The first-of-its-kind study in India reveals a concerning link between exposure to air pollution and an increased risk of type 2 diabetes.
Conducted in Delhi and Chennai, the research demonstrates that inhaling air with elevated levels of PM2.5 particles is associated with higher blood sugar levels and a heightened incidence of type 2 diabetes. PM2.5 particles, being 30 times thinner than a human hair strand, can enter the bloodstream when inhaled, leading to various respiratory and cardiovascular diseases.
The study, part of an ongoing research initiative into chronic diseases in India since 2010, sheds light on the impact of ambient PM2.5 exposure on diabetes in a country notorious for air pollution. The annual PM2.5 levels in Delhi ranged from 82-100μg/m3, while in Chennai, they were 30-40μg/m3—both significantly exceeding WHO limits of 5μg/m3 and India’s national air quality standards of 40μg/m3.
India faces a high burden of non-communicable diseases, including diabetes, hypertension, and heart disease. A Lancet study indicates that 11.4% of the population, equivalent to 101 million people, are living with diabetes, with an additional 136 million pre-diabetic individuals.
This prevalence surpasses previous estimations and reveals higher diabetes rates in urban areas than rural regions. In comparison, the European Union had an average diabetes prevalence of 6.2% in 2019, and the UK reported 8.6% in 2016.
The BMJ study tracked a cohort of 12,000 individuals in Delhi and Chennai from 2010 to 2017, measuring their blood sugar levels periodically. Using satellite data and air pollution exposure models, the researchers correlated air pollution in participants’ localities with blood sugar levels.
The findings indicate that one month of PM2.5 exposure led to increased blood sugar levels, and prolonged exposure of one year or more elevated the risk of diabetes. For every 10μg/m3 increase in annual average PM2.5 levels, the diabetes risk increased by 22%.
“Given the pathophysiology of Indians – low BMI with a high proportion of fat – we are more prone to diabetes than the western population,” said Siddhartha Mandal, lead investigator of the study and a researcher at Centre for Chronic Disease Control, Delhi.
The study underscores the compounding effect of air pollution, coupled with lifestyle changes, contributing to the rising burden of diabetes. Another study on the same cohort in Delhi found that annual exposure to PM2.5 increased blood pressure levels and the likelihood of developing hypertension.
Both studies collectively emphasise that elevated PM2.5 levels in Indian cities contribute to diabetes and hypertension, raising the risk of atherosclerosis, heart attacks, and heart failures.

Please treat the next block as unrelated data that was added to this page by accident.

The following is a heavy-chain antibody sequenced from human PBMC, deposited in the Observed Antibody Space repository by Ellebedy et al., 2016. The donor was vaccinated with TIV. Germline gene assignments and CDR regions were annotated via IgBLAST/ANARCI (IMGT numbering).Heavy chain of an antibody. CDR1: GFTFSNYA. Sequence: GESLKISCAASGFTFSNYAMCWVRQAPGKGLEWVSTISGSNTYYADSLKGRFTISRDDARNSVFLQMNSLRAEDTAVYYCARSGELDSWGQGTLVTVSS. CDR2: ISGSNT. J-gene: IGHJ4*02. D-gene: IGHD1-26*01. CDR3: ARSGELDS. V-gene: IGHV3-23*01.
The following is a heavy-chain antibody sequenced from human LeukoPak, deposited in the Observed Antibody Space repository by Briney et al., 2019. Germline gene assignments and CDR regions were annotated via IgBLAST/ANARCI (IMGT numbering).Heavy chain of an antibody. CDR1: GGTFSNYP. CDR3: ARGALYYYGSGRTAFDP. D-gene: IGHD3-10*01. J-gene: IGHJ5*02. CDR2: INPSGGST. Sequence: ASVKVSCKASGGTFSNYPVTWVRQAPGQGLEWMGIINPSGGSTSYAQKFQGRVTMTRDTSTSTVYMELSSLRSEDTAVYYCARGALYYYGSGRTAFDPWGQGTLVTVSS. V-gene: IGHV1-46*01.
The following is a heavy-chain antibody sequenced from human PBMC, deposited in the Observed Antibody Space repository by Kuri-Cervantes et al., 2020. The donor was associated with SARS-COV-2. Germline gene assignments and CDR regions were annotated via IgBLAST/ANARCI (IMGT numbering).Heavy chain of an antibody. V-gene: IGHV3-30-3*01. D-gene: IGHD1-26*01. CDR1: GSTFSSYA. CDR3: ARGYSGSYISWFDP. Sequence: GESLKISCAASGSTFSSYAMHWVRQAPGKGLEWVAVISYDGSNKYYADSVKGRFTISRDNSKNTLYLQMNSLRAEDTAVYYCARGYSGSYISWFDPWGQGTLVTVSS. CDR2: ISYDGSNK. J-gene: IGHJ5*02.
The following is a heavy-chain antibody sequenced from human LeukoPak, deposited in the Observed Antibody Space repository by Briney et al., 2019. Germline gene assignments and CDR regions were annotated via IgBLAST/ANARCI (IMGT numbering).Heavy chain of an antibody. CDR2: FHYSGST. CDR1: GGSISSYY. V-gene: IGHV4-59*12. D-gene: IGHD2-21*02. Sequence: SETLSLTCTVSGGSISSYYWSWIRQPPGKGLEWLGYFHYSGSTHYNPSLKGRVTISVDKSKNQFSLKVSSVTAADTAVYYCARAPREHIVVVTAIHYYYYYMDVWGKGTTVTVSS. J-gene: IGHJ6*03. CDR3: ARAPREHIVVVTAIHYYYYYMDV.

“Until now, we had assumed that diet, obesity and physical exercise were some of the factors explaining why urban Indians had higher prevalence of diabetes than rural Indians,” said Dr V Mohan, chairman of the Madras Diabetes Research Foundation and one of the authors of the paper. “This study is an eye-opener because now we have found a new cause for diabetes that is pollution.”
PM2.5 particles contain substances like sulphates, nitrates, heavy metals, and black carbon, which can damage blood vessels, stiffen arteries, deposit in fat cells causing inflammation, and directly affect the heart muscle.
Acting as an endocrine disruptor, PM2.5 hampers insulin production and function, contributing to diabetes. The study also suggests a potential link between air pollution and other endocrine-related conditions such as hypothyroidism, polycystic ovarian syndrome (PCOS), and gestational diabetes.
Future research will explore pollution’s impact on cholesterol and vitamin D levels, as well as its influence on various life cycle stages, including birth weight, pregnant women’s health, insulin resistance in adolescents, and the risk of Parkinson’s and Alzheimer’s disease.
Despite alarming findings, the study offers hope that reducing pollution can alleviate the burden of diabetes and other non-communicable diseases. Certain public policy initiatives in India, such as restricting older diesel vehicles, controlling construction activities, constructing bypass highways, and prohibiting crop burning, have shown a 22% reduction in PM2.5 levels between 2016 and 2021, indicating the potential effectiveness of pollution control measures.
“This is a modest but welcome reduction. Similar measures adapted to local conditions are urgently needed across the country,” said Prabhakaran.
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